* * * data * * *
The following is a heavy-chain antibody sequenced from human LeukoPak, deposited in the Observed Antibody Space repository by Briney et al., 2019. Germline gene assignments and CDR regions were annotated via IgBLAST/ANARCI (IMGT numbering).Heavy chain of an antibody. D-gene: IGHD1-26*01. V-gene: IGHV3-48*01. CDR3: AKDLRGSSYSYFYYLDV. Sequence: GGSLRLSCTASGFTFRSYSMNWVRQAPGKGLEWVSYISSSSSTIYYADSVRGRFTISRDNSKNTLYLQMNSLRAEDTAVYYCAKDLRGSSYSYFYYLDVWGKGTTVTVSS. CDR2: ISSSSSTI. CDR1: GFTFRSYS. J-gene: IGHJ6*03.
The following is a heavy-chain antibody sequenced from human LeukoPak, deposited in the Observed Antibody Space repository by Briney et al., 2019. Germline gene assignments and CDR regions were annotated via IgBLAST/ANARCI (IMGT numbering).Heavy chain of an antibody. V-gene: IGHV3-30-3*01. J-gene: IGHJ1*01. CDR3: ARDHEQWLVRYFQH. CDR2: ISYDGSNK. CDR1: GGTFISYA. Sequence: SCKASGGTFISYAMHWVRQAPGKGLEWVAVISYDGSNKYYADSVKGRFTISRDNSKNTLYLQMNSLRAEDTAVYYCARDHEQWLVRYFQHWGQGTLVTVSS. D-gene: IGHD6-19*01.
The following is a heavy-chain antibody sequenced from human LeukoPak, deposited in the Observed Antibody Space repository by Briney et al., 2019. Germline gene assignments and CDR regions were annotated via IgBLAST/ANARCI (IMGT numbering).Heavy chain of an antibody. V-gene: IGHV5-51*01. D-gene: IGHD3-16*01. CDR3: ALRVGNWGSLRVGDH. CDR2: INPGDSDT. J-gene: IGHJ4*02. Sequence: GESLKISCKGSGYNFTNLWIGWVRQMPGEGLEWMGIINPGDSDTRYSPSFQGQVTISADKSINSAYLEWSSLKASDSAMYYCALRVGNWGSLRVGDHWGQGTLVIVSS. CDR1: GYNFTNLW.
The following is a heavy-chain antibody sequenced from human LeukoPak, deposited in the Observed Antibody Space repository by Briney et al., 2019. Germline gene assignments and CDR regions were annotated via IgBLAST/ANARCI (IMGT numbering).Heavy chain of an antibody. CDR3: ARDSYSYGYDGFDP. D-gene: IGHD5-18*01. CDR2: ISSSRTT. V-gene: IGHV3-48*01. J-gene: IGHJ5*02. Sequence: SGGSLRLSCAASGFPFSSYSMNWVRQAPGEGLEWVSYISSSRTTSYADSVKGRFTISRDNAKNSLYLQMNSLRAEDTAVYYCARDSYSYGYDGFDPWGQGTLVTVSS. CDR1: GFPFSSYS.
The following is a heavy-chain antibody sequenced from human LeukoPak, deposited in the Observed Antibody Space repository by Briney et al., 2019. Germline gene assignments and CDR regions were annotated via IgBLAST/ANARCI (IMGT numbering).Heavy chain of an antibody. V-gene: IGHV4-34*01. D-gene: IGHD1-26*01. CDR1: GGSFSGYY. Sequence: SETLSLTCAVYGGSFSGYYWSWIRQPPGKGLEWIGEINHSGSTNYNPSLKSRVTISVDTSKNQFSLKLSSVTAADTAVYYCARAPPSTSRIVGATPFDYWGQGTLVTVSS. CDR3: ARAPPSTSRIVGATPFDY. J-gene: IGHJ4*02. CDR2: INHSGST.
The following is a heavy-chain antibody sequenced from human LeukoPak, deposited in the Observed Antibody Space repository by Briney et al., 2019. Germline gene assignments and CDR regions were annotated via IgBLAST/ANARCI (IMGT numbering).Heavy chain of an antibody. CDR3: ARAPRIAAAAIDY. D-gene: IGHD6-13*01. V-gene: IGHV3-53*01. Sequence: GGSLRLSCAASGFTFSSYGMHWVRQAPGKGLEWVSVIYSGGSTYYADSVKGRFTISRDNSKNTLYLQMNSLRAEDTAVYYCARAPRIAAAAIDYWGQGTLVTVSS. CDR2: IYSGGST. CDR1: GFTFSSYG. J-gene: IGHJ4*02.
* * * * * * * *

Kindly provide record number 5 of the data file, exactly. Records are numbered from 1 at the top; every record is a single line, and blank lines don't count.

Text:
The following is a heavy-chain antibody sequenced from human LeukoPak, deposited in the Observed Antibody Space repository by Briney et al., 2019. Germline gene assignments and CDR regions were annotated via IgBLAST/ANARCI (IMGT numbering).Heavy chain of an antibody. V-gene: IGHV4-34*01. D-gene: IGHD1-26*01. CDR1: GGSFSGYY. Sequence: SETLSLTCAVYGGSFSGYYWSWIRQPPGKGLEWIGEINHSGSTNYNPSLKSRVTISVDTSKNQFSLKLSSVTAADTAVYYCARAPPSTSRIVGATPFDYWGQGTLVTVSS. CDR3: ARAPPSTSRIVGATPFDY. J-gene: IGHJ4*02. CDR2: INHSGST.